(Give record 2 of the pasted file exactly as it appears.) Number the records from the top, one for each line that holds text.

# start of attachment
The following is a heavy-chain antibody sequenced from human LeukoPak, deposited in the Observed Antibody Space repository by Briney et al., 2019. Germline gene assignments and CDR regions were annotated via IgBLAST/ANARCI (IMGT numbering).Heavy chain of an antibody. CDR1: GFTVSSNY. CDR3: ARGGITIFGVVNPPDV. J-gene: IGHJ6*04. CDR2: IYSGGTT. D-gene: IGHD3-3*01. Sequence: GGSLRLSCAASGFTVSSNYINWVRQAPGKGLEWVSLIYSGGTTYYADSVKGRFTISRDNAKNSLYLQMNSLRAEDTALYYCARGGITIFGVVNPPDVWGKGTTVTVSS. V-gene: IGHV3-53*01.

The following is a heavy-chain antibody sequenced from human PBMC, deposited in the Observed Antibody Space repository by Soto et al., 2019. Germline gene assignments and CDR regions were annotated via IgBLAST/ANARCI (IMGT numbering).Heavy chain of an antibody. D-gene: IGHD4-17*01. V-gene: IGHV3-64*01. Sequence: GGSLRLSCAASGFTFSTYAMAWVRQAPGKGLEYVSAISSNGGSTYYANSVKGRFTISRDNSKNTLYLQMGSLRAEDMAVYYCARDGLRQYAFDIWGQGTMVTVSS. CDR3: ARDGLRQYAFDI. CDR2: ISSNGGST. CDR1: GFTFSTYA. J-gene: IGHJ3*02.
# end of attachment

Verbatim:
The following is a heavy-chain antibody sequenced from human PBMC, deposited in the Observed Antibody Space repository by Soto et al., 2019. Germline gene assignments and CDR regions were annotated via IgBLAST/ANARCI (IMGT numbering).Heavy chain of an antibody. D-gene: IGHD4-17*01. V-gene: IGHV3-64*01. Sequence: GGSLRLSCAASGFTFSTYAMAWVRQAPGKGLEYVSAISSNGGSTYYANSVKGRFTISRDNSKNTLYLQMGSLRAEDMAVYYCARDGLRQYAFDIWGQGTMVTVSS. CDR3: ARDGLRQYAFDI. CDR2: ISSNGGST. CDR1: GFTFSTYA. J-gene: IGHJ3*02.